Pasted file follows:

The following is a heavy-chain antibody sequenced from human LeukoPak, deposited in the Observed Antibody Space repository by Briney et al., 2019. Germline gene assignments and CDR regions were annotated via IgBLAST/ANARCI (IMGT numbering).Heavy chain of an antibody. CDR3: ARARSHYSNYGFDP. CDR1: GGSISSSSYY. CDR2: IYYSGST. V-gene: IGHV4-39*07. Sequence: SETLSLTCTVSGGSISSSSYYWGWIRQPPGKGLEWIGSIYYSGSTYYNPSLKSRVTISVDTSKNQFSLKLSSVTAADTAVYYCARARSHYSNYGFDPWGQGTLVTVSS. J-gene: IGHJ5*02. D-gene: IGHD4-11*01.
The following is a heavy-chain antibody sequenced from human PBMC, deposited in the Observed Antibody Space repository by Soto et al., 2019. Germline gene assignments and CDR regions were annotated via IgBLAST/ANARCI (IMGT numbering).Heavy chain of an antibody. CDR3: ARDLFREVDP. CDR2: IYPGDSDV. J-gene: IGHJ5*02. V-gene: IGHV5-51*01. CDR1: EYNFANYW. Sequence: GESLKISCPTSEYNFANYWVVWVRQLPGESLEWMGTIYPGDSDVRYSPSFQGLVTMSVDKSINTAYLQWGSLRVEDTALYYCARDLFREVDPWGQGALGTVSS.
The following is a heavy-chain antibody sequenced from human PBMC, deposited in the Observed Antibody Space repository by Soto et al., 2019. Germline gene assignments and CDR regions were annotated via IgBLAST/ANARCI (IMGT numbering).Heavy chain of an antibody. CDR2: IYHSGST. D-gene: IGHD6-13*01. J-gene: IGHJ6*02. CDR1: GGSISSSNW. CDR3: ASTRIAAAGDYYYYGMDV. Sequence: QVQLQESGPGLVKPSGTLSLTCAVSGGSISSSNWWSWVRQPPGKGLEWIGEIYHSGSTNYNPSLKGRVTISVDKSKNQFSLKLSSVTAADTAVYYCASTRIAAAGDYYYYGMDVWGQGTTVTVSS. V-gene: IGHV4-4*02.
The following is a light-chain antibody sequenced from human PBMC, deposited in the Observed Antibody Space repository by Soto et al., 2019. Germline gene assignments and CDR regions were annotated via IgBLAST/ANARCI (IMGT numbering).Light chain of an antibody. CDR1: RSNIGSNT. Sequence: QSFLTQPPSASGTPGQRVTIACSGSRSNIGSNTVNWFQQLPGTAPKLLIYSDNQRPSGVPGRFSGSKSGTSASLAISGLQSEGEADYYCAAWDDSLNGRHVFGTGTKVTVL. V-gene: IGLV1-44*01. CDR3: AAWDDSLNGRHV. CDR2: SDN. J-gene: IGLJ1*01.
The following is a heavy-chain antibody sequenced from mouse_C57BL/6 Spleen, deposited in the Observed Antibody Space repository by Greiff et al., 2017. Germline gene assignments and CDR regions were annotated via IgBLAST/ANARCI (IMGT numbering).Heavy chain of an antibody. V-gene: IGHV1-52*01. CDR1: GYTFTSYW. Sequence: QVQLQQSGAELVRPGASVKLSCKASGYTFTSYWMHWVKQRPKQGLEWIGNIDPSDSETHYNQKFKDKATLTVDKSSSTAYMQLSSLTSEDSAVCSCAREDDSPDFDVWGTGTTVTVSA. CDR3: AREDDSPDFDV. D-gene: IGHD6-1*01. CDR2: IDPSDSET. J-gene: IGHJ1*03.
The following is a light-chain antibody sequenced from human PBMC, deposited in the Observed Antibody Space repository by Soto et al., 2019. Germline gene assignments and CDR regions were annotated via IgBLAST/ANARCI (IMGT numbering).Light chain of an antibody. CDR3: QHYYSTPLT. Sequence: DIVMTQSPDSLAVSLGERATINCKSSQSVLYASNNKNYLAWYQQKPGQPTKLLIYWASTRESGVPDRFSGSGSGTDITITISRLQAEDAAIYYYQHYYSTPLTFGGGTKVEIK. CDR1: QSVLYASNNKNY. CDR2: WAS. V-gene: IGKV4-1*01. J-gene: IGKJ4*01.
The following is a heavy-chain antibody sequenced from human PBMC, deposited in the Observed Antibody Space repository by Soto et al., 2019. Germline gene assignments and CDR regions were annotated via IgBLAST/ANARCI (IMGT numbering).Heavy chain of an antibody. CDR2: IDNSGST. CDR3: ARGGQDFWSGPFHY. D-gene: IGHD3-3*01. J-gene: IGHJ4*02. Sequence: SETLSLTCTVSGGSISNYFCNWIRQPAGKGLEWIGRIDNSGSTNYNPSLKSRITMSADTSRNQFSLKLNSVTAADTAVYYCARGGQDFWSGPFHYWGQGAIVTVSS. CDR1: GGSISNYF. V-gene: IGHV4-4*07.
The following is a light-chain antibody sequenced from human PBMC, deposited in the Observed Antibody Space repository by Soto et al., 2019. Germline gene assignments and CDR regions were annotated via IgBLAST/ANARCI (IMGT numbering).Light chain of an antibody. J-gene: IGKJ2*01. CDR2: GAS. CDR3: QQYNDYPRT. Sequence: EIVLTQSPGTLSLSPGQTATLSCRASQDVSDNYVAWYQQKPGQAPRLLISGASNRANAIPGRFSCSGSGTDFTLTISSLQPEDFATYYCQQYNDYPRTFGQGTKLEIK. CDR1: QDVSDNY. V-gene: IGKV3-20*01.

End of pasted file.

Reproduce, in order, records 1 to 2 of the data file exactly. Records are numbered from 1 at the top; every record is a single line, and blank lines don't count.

The following is a heavy-chain antibody sequenced from human LeukoPak, deposited in the Observed Antibody Space repository by Briney et al., 2019. Germline gene assignments and CDR regions were annotated via IgBLAST/ANARCI (IMGT numbering).Heavy chain of an antibody. CDR3: ARARSHYSNYGFDP. CDR1: GGSISSSSYY. CDR2: IYYSGST. V-gene: IGHV4-39*07. Sequence: SETLSLTCTVSGGSISSSSYYWGWIRQPPGKGLEWIGSIYYSGSTYYNPSLKSRVTISVDTSKNQFSLKLSSVTAADTAVYYCARARSHYSNYGFDPWGQGTLVTVSS. J-gene: IGHJ5*02. D-gene: IGHD4-11*01.
The following is a heavy-chain antibody sequenced from human PBMC, deposited in the Observed Antibody Space repository by Soto et al., 2019. Germline gene assignments and CDR regions were annotated via IgBLAST/ANARCI (IMGT numbering).Heavy chain of an antibody. CDR3: ARDLFREVDP. CDR2: IYPGDSDV. J-gene: IGHJ5*02. V-gene: IGHV5-51*01. CDR1: EYNFANYW. Sequence: GESLKISCPTSEYNFANYWVVWVRQLPGESLEWMGTIYPGDSDVRYSPSFQGLVTMSVDKSINTAYLQWGSLRVEDTALYYCARDLFREVDPWGQGALGTVSS.